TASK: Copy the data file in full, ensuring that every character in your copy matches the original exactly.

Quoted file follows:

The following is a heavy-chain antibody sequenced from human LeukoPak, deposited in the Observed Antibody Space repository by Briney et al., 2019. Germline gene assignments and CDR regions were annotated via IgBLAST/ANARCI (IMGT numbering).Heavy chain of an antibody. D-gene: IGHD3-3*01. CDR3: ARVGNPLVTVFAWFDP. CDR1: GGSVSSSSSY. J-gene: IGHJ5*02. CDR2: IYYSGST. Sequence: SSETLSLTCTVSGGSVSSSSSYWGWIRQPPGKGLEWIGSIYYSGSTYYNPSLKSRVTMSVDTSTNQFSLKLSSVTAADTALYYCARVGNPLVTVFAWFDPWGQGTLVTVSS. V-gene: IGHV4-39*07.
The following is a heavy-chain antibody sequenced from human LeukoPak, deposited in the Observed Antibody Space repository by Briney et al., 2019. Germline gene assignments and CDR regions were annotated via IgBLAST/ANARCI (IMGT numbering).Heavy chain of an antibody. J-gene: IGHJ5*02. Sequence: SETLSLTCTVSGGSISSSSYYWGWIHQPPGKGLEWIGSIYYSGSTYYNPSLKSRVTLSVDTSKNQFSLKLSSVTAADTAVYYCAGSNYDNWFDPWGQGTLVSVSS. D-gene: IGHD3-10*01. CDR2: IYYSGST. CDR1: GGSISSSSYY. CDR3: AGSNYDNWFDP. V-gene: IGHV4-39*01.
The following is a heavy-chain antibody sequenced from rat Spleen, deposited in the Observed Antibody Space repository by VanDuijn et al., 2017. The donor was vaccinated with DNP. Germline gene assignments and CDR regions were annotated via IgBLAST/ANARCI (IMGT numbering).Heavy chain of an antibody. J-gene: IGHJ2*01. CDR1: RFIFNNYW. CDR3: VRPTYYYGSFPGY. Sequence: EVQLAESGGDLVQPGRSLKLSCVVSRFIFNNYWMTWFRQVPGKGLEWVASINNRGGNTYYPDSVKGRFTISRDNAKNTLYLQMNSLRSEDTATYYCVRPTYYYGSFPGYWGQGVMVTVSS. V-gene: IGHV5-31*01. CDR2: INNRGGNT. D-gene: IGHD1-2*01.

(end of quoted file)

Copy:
The following is a heavy-chain antibody sequenced from human LeukoPak, deposited in the Observed Antibody Space repository by Briney et al., 2019. Germline gene assignments and CDR regions were annotated via IgBLAST/ANARCI (IMGT numbering).Heavy chain of an antibody. D-gene: IGHD3-3*01. CDR3: ARVGNPLVTVFAWFDP. CDR1: GGSVSSSSSY. J-gene: IGHJ5*02. CDR2: IYYSGST. Sequence: SSETLSLTCTVSGGSVSSSSSYWGWIRQPPGKGLEWIGSIYYSGSTYYNPSLKSRVTMSVDTSTNQFSLKLSSVTAADTALYYCARVGNPLVTVFAWFDPWGQGTLVTVSS. V-gene: IGHV4-39*07.
The following is a heavy-chain antibody sequenced from human LeukoPak, deposited in the Observed Antibody Space repository by Briney et al., 2019. Germline gene assignments and CDR regions were annotated via IgBLAST/ANARCI (IMGT numbering).Heavy chain of an antibody. J-gene: IGHJ5*02. Sequence: SETLSLTCTVSGGSISSSSYYWGWIHQPPGKGLEWIGSIYYSGSTYYNPSLKSRVTLSVDTSKNQFSLKLSSVTAADTAVYYCAGSNYDNWFDPWGQGTLVSVSS. D-gene: IGHD3-10*01. CDR2: IYYSGST. CDR1: GGSISSSSYY. CDR3: AGSNYDNWFDP. V-gene: IGHV4-39*01.
The following is a heavy-chain antibody sequenced from rat Spleen, deposited in the Observed Antibody Space repository by VanDuijn et al., 2017. The donor was vaccinated with DNP. Germline gene assignments and CDR regions were annotated via IgBLAST/ANARCI (IMGT numbering).Heavy chain of an antibody. J-gene: IGHJ2*01. CDR1: RFIFNNYW. CDR3: VRPTYYYGSFPGY. Sequence: EVQLAESGGDLVQPGRSLKLSCVVSRFIFNNYWMTWFRQVPGKGLEWVASINNRGGNTYYPDSVKGRFTISRDNAKNTLYLQMNSLRSEDTATYYCVRPTYYYGSFPGYWGQGVMVTVSS. V-gene: IGHV5-31*01. CDR2: INNRGGNT. D-gene: IGHD1-2*01.